The weekend started with a 9 hour drive (with 2 brief stopovers to finish Maine Views and Brews! ), to Kingfield, where we stayed at the Herbert 'Grand' Hotel. A cool place, with lots of old-school charm, like antique telephone booths, that they say will be working soon, push button wall light switches, etc.
Saturday we got up and drove 5.2 miles down Kingfield Road and parked where we had last time, a small pull off on the left side of the road, about .3 miles from the last house. We did not want to wake anyone up at 7AM!
Sure enough, as promised, the Rapid Stream was well frozen over, with recent snowmobile tracks crossing the ice bridges. After 40 minutes we were at the old summer trailhead, all on snowmobiled paths. The trail had seen some use in the past, from Dave and Joe, but it was mostly re-breaking 6-10 inches of moderately compacted snow. Kerry did the bulk of it, for which we were grateful, but we all manged a few turns on the steep sections.
Talk about steep, after the Fire Warden's camp ground, (the cabin has been torched! ), we started ascending about 2000' in 1.3 miles! At around 3300', we broke out onto the rubble pile that IS Abraham. The well marked Blue trail was not seen again. Maybe there are cairns, but we didn't see any until 200 horizontal feet before the summit. Which reminds me, there were no less than 5 colors of flagging (one was official apparently) 'adorning' the trail below tree line!
Anyway, we layered up and started out along the rubble pile. There were places swept clean of show, and others with several feet, leading to a few minor spruce trap moments. But we made steady progress, and managed to endure the wind, which was blowing hard enough for one member of the group to don goggles. We passed thru a few small bands of trees, and thought we were almost there a few times, only to have another bump materialize in the distance. The sight distance varied from 100 yards to infinity on short notice. But finally the remnants of the fire tower loomed up and we were there!
We retraced our steps, partly by following our quickly vanishing snow shoe tracks, but the most obvious track left behind was the pole marks. I had never noticed this to be the case before!
Back below tree line, we enjoyed some butt sliding and met up with a small group of skiers. We were done by 3:30.
But the day was not done. We still had to drive all the way to Burlington. We made the trip a little more enjoyable by having dinner at Sunday River! I swear, we literally drove by before we remembered it was right on our way! It snowed most of the drive, and we did not get to bed until almost 11:00 PM, and MBP was meeting us at 8:00 AM Sunday for Mansfield, at Underhill State Park. No rest for the weary.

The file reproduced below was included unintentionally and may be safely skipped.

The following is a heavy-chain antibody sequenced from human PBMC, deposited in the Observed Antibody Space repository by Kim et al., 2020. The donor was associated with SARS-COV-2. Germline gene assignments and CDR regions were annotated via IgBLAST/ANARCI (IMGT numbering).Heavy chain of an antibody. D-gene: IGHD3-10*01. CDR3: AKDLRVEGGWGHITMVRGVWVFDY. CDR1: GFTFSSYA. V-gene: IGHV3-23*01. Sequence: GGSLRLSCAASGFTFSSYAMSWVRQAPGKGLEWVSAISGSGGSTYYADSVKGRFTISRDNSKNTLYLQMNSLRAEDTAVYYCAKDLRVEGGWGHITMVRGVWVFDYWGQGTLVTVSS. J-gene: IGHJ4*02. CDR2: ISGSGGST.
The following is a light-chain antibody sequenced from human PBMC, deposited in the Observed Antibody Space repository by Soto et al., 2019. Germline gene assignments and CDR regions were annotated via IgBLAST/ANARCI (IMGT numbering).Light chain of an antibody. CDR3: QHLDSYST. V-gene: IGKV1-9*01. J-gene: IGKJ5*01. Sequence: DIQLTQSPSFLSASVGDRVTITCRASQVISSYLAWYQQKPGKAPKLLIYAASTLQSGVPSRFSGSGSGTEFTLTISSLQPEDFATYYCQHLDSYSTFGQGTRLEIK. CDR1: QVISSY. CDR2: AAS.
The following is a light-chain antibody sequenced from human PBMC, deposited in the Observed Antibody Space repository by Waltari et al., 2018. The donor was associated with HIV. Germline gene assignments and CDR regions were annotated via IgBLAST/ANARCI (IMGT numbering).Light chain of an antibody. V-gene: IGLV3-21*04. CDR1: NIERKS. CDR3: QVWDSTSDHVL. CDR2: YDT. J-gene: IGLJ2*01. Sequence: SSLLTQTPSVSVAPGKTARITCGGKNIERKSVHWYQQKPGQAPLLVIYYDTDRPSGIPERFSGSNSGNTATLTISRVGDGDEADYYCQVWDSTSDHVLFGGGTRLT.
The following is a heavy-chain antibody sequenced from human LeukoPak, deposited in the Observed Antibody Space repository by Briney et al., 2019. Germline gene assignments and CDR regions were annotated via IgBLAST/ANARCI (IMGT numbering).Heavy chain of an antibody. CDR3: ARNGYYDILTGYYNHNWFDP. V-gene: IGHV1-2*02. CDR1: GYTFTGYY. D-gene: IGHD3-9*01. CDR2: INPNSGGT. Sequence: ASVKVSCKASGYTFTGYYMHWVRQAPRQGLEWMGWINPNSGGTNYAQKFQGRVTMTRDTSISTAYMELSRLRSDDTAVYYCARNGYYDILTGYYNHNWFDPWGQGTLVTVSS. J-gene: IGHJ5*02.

So, we got up early, had a quick breakfast, and drove off to meet MBP and Ethan. As we climbed, it rained lightly until the temperature dipped to 23 degrees, and then turned to flurries. We got there about 20 minutes ahead of them, called them, and then started the slog up the road. Laurie was not feeling well, and we were going very SLOWLY. But soon after the other 2 guys caught up to us, she kicked into a higher gear. We made pretty good time overall, arriving at the summit by 11:30. We used the Sunset Ridge Trail, and then side-hilled over to the junction that lead up to the Long Trail. I didn't remember the above tree line distance being so long, but Ethan and MBP kept finding the next cairn pretty easily. They also broke 99% of the trail for us! The wind blew from time to time, and Laurie wore her goggles for a while, but it was not unbearable. Once again, the visibility was pretty limited all day, with brief glimpses off into the distance.
At the LT, there were several skiers who were gearing up for a summit push. We all conga-lined up to the top together. Ethan dug out the marker at the top to confirm that we had made it. Some of the skiers were debating the merits of skiing off the Chin, ( ), but IMHO, wisely decided to go back down to the junction. If you don't have a map, compass, or GPS, it's not a great idea to leap off a mountain into a fog bank!
We rapidly retraced our steps and were done by 1:15. This time the drive home was a little better, although it snowed in Vermont, it stopped around the time we entered NY.
It was a good feeling to have climbed both of these peaks on consecutive days, after they had both thwarted our previous attempts.
So that gives us 112W, 3 more to go, hopefully next week in Baxter Park!